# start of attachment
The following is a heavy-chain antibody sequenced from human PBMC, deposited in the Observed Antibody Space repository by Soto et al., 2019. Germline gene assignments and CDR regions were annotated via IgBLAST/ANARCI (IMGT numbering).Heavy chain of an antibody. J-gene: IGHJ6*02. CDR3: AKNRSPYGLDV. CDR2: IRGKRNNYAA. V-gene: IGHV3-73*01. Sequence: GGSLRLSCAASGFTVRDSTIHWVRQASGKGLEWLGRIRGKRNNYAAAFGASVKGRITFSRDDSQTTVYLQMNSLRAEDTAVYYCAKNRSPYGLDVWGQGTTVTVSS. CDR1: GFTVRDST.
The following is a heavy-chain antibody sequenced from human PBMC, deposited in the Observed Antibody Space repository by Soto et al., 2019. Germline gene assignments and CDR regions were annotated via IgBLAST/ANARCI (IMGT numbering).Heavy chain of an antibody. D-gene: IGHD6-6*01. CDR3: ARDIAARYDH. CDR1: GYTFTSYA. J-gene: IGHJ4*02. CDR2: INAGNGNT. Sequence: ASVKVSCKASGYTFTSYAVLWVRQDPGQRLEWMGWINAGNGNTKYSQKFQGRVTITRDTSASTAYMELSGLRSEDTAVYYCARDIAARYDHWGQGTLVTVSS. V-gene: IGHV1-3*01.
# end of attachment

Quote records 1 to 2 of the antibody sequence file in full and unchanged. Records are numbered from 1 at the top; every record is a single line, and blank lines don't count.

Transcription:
The following is a heavy-chain antibody sequenced from human PBMC, deposited in the Observed Antibody Space repository by Soto et al., 2019. Germline gene assignments and CDR regions were annotated via IgBLAST/ANARCI (IMGT numbering).Heavy chain of an antibody. J-gene: IGHJ6*02. CDR3: AKNRSPYGLDV. CDR2: IRGKRNNYAA. V-gene: IGHV3-73*01. Sequence: GGSLRLSCAASGFTVRDSTIHWVRQASGKGLEWLGRIRGKRNNYAAAFGASVKGRITFSRDDSQTTVYLQMNSLRAEDTAVYYCAKNRSPYGLDVWGQGTTVTVSS. CDR1: GFTVRDST.
The following is a heavy-chain antibody sequenced from human PBMC, deposited in the Observed Antibody Space repository by Soto et al., 2019. Germline gene assignments and CDR regions were annotated via IgBLAST/ANARCI (IMGT numbering).Heavy chain of an antibody. D-gene: IGHD6-6*01. CDR3: ARDIAARYDH. CDR1: GYTFTSYA. J-gene: IGHJ4*02. CDR2: INAGNGNT. Sequence: ASVKVSCKASGYTFTSYAVLWVRQDPGQRLEWMGWINAGNGNTKYSQKFQGRVTITRDTSASTAYMELSGLRSEDTAVYYCARDIAARYDHWGQGTLVTVSS. V-gene: IGHV1-3*01.